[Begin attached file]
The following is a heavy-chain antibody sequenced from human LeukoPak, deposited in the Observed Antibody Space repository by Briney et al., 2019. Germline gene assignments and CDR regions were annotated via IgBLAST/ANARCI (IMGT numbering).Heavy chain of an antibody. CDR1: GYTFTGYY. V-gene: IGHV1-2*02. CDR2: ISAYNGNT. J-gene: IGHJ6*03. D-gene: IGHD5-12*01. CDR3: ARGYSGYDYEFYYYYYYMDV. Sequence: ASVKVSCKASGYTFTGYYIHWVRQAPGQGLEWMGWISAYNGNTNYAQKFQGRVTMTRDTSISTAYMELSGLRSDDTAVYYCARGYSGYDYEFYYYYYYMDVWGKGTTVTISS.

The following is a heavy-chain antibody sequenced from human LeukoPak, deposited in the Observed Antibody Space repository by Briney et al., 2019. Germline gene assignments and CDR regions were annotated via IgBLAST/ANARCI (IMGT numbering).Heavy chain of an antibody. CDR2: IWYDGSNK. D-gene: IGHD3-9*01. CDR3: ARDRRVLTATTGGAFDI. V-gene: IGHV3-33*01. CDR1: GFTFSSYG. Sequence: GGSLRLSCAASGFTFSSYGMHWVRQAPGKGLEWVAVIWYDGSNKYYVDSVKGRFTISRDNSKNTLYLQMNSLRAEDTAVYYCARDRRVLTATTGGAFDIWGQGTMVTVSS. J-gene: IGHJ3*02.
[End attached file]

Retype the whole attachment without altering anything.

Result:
The following is a heavy-chain antibody sequenced from human LeukoPak, deposited in the Observed Antibody Space repository by Briney et al., 2019. Germline gene assignments and CDR regions were annotated via IgBLAST/ANARCI (IMGT numbering).Heavy chain of an antibody. CDR1: GYTFTGYY. V-gene: IGHV1-2*02. CDR2: ISAYNGNT. J-gene: IGHJ6*03. D-gene: IGHD5-12*01. CDR3: ARGYSGYDYEFYYYYYYMDV. Sequence: ASVKVSCKASGYTFTGYYIHWVRQAPGQGLEWMGWISAYNGNTNYAQKFQGRVTMTRDTSISTAYMELSGLRSDDTAVYYCARGYSGYDYEFYYYYYYMDVWGKGTTVTISS.

The following is a heavy-chain antibody sequenced from human LeukoPak, deposited in the Observed Antibody Space repository by Briney et al., 2019. Germline gene assignments and CDR regions were annotated via IgBLAST/ANARCI (IMGT numbering).Heavy chain of an antibody. CDR2: IWYDGSNK. D-gene: IGHD3-9*01. CDR3: ARDRRVLTATTGGAFDI. V-gene: IGHV3-33*01. CDR1: GFTFSSYG. Sequence: GGSLRLSCAASGFTFSSYGMHWVRQAPGKGLEWVAVIWYDGSNKYYVDSVKGRFTISRDNSKNTLYLQMNSLRAEDTAVYYCARDRRVLTATTGGAFDIWGQGTMVTVSS. J-gene: IGHJ3*02.